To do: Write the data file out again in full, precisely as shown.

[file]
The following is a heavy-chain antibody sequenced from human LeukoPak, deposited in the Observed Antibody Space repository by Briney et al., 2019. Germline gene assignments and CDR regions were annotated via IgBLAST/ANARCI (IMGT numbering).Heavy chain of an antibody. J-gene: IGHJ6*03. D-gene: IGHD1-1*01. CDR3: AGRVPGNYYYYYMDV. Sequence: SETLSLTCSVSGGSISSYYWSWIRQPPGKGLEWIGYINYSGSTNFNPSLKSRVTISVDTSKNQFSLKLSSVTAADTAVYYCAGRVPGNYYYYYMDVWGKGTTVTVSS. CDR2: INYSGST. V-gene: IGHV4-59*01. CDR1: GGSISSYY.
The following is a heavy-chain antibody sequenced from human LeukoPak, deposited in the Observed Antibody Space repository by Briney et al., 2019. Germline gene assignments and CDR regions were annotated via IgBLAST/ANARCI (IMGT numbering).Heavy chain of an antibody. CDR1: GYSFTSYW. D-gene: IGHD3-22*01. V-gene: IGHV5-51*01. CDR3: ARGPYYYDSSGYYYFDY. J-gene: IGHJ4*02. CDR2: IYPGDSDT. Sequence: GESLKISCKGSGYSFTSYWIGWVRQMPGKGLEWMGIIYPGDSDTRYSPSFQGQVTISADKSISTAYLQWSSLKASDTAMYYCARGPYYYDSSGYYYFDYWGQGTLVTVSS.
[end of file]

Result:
The following is a heavy-chain antibody sequenced from human LeukoPak, deposited in the Observed Antibody Space repository by Briney et al., 2019. Germline gene assignments and CDR regions were annotated via IgBLAST/ANARCI (IMGT numbering).Heavy chain of an antibody. J-gene: IGHJ6*03. D-gene: IGHD1-1*01. CDR3: AGRVPGNYYYYYMDV. Sequence: SETLSLTCSVSGGSISSYYWSWIRQPPGKGLEWIGYINYSGSTNFNPSLKSRVTISVDTSKNQFSLKLSSVTAADTAVYYCAGRVPGNYYYYYMDVWGKGTTVTVSS. CDR2: INYSGST. V-gene: IGHV4-59*01. CDR1: GGSISSYY.
The following is a heavy-chain antibody sequenced from human LeukoPak, deposited in the Observed Antibody Space repository by Briney et al., 2019. Germline gene assignments and CDR regions were annotated via IgBLAST/ANARCI (IMGT numbering).Heavy chain of an antibody. CDR1: GYSFTSYW. D-gene: IGHD3-22*01. V-gene: IGHV5-51*01. CDR3: ARGPYYYDSSGYYYFDY. J-gene: IGHJ4*02. CDR2: IYPGDSDT. Sequence: GESLKISCKGSGYSFTSYWIGWVRQMPGKGLEWMGIIYPGDSDTRYSPSFQGQVTISADKSISTAYLQWSSLKASDTAMYYCARGPYYYDSSGYYYFDYWGQGTLVTVSS.